Water

Map of flood and drought exposure in transboundary river basins

Report Assesses Risks to World’s Shared River Basins

Risks for the world’s Transboundary River Basins are projected to increase in the next 15–30 years, particularly in four hotspot regions: the Middle East, Central Asia, the Ganges-Brahmaputra-Meghna basin, and the Orange and Limpopo basins in Southern Africa.

Sign protesting the development of the Tia Maria mine in the south of Peru. Thousands of protesters have marched against the mine's approval, with police clashes leading to several deaths over the years. Photo: Madison Condon

Project Calculates the Cost of Social Conflict

The Columbia Water Center is undertaking a three-year project to quantitatively assess mining-related water and environmental risks and their financial implications.

by |April 18, 2016
Chuquicamata, located in the north of Chile, is the largest open pit copper mine in the world by excavated volume. Photo: Madison Condon

When Environmental Oversight Takes a Back Seat

The government of Peru faces significant pressure to encourage growth and investment in the mining sector, but this has also put pressure on the government’s ability to properly assess environmental impacts.

by |April 15, 2016
Jhohora Akhter, 30, of Iruain village, draws water from the family well, which is contaminated with arsenic. Jhohora’s mother Jahanara Begum died of arsenic-related health conditions. Her father suffers from diabetes, an illness associated with chronic arsenic exposure. Her brother Ruhul Amin also suffers arsenic-related health conditions. Photo: © 2016 Atish Saha for Human Rights Watch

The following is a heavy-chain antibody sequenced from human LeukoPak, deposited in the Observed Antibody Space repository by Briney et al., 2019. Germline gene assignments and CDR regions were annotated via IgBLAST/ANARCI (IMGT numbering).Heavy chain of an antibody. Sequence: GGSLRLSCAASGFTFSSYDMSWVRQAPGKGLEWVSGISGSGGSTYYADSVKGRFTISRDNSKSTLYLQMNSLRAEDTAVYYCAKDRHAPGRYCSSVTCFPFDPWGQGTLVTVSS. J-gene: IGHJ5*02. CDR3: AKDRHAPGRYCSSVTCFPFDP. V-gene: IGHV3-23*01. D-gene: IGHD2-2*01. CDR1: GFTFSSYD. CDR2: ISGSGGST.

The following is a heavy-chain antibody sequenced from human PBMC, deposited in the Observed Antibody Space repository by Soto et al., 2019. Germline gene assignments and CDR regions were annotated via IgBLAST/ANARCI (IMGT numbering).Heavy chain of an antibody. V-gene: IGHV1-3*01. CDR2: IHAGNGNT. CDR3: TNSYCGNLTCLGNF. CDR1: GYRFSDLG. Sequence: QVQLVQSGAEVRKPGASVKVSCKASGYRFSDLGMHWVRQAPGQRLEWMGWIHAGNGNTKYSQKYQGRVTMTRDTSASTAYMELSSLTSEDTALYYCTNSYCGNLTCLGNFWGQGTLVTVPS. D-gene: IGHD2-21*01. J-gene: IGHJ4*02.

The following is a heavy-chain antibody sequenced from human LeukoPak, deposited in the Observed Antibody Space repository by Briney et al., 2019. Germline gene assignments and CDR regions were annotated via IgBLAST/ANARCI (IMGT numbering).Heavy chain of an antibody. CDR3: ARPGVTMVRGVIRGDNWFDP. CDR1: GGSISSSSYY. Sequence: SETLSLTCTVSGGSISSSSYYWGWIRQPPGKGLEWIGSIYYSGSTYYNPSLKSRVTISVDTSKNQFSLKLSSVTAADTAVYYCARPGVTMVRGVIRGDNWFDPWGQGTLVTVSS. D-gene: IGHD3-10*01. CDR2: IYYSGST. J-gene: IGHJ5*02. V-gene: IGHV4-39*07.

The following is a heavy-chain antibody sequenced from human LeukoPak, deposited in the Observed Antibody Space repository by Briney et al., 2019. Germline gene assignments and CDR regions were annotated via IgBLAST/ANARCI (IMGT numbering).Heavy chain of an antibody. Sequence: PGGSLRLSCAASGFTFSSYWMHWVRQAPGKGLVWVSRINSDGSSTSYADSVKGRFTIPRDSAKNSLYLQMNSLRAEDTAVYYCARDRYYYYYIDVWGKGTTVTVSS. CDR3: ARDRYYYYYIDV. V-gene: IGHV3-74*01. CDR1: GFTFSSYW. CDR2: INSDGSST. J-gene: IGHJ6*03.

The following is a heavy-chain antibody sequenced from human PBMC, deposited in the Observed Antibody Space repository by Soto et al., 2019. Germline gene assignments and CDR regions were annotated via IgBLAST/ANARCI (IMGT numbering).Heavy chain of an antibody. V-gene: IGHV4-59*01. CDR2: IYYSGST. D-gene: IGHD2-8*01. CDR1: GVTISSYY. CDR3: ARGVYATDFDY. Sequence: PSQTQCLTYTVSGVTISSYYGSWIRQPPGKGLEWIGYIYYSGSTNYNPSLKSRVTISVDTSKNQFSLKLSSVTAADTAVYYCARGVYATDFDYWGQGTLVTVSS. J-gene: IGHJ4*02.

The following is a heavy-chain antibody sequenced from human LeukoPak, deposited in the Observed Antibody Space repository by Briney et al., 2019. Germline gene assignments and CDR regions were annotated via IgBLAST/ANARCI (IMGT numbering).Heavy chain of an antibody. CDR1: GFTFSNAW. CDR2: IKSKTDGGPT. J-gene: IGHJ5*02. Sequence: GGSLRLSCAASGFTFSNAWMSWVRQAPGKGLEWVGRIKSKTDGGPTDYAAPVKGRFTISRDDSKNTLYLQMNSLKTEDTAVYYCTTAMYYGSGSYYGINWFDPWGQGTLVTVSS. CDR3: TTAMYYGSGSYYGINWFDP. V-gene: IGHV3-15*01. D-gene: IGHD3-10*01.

Report Charges ‘Nepotism and Neglect’ on Bangladesh Arsenic Poisoning

Two decades after arsenic was found to be contaminating drinking water across Bangladesh, tens of millions of people are still exposed to the deadly chemical. Now a new report from the group Human Rights Watch charges that the Bangladesh government “is failing to adequately respond” to the issue, and that political favoritism and neglect have corrupted the government’s efforts.

by |April 7, 2016
The State Capitol in Sacramento, Calif. Photo: roamandshoot

Californians Are Ready for Recycled Water

Water reuse is a proven technology that can produce a drought-proof sustainable water supply. Yet historically, there has been some reluctance to adopt it here in the United States. Xylem commissioned a poll to try to better understand perceptions about recycled water in drought-stricken California. And the findings were eye-opening.

by |March 18, 2016
In Porgera, many of the local rivers pass through or near a gold mine. The Kakai River and its tributaries are some of the most heavily impacted. Photo: Joshua Fisher

Drought in Papua New Guinea Heightens Tensions over Gold Mine

In the highlands of Papua New Guinea, tensions between local villagers and a gold mining operation over access to clean water are being heightened by a prolonged drought.

by |March 14, 2016
CWC video 2016

Watch: Building Solutions for Water Challenges

From aging and leaky pipes to pollution and shrinking aquifers, America’s water infrastructure faces a growing set of challenges. A new video describes how the America’s Water Initiative, a program based at the Columbia Water Center, is trying to address those issues.

by |March 8, 2016
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Flint Crisis Opens Door on Water Problems Around U.S.

Experts from the Columbia Water Center, the Earth Institute and affiliates talk about the municipal water crisis in Flint, Mich., the nature of the crisis and what it means for America’s Water.

by |February 15, 2016
American Samoa  Photo: XLCatlinSeaviewSurvey

#100. Taking a Fresh Look at Five Issues

This is the 100th blog I’ve written for the State of the Planet. It seemed like a good occasion to take a look at my five most popular blogs to see what has changed in the years since they were written. Is the news better or worse for seawater greenhouses, plastic pollution, turning wastewater into drinking water, coral reefs and rare earth metals?

by |January 14, 2016
1862 Flooding in California

With El Niño, Be Careful What You Wish for

In Southern California, a strong El Niño usually signals rain. Given that California is now in the throes of a severe drought, it seems like that should be a good thing, even if it comes with risk of floods. But the reality of climate is more complex and counter-intuitive than it first appears.

by |November 16, 2015